JWs and paganism

by Super_Becka 24 Replies latest watchtower beliefs

  • M.J.

    more on board games. BAAAD: http://en.wikipedia.org/wiki/Senet

    Senet, a board game from predynastic and ancient Egypt, is the oldest board game whose ancient existence has been confirmed, dating to circa 3500 BC [1]. The full name of the game in Ancient Egyptian was zn.t n.t H'b meaning the "passing game."

    Senet may be the oldest board game in World History. Other contenders for this title include Go and Oware; although it is impossible to prove which game is the oldest. The oldest remnants of any ancient board game ever unearthed however are those of Senet, found in Predynastic and First Dynasty burials of Egypt (see ref. [2]), circa 3500 BC and 3100 BC respectively. Senet is also featured in a painting from the tomb of Merknera (3300-2700 BC) (see external links below). Another painting of this ancient game is from the Third Dynasty tomb of Hesy (c. 2686-2613 BC). It is also depicted in a painting in the tomb of Rashepes (c. 2500 BC).

    By the time of the New Kingdom in Egypt (1567-1085 BC), it had become a kind of talisman for the journey of the dead. Because of the element of luck in the game and the Egyptian belief in determinism, it was believed that a successful player was under the protection of the major gods of the national pantheon: Ra, Thoth, and sometimes Osiris. Consequently, Senet boards were often placed in the grave alongside other useful objects for the dangerous journey through the afterlife and the game is referenced in Chapter XVII of the Book of the Dead. The game was also adopted in the Levant and as far as Cyprus and Crete but with apparently less religious significance.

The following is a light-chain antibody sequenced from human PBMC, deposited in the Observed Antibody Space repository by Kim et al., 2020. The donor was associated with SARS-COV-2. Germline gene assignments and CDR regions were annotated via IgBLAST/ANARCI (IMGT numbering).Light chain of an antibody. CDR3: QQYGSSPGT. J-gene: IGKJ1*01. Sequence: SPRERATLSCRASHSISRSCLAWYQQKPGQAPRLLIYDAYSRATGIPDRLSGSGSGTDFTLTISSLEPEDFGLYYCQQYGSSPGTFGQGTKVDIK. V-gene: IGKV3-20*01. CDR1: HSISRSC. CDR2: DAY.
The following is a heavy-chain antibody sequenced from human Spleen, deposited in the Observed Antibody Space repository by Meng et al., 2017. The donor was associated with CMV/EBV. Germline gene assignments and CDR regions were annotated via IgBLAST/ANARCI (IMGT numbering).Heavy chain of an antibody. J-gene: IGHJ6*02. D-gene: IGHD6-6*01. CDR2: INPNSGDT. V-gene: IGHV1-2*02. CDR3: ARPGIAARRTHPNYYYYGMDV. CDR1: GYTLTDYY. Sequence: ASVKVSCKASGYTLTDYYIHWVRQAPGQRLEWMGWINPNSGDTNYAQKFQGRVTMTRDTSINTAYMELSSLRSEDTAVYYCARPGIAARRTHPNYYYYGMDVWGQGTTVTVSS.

• Super_Becka

    Let's bump this thread back up a bit to see if I can't get a few more replies before it disappears into the masses of older threads.

    Great work, guys, this stuff is just priceless. And thanks for the help with the background on the origins of some of these things, it's a big help. Keep it coming!!

    Merry Christmas!!

    -Becka :)

  • jgnat

    Great research, M.J. great links!

    Here's an example that a JW has never been able to explain to me.

    An example of Jehovah implementing pagan symbols is the Isrealite altar. It had horns, copying "pagan" designs from nations around them, such as the Egyptians and the Caananites. The Isrealite artisans would have known how to design such an altar, because they would have been familiar with them from Egypt.


    It seems to me if Jehovah has no problem "borrowing" designs from "pagan" nations, we shouldn't have a problem either. What the Isrealites DID stop was the reprehensible practice of child sacrifice and temple prostitution.

  • Super_Becka

    Horned altars, huh?? Actually sounds a lot like Cretan religious symbols - the Cretans, before their civilization fell around 1200BC, used bull horns in their religious symbolism, the bull being central to their religion.


    Also, more hypocrisy from the WTS, I'm not surprised.

    -Becka :)

  • M.J.

    Boy that Canaanite altar sure looks familiar...where have I seen something like that before?

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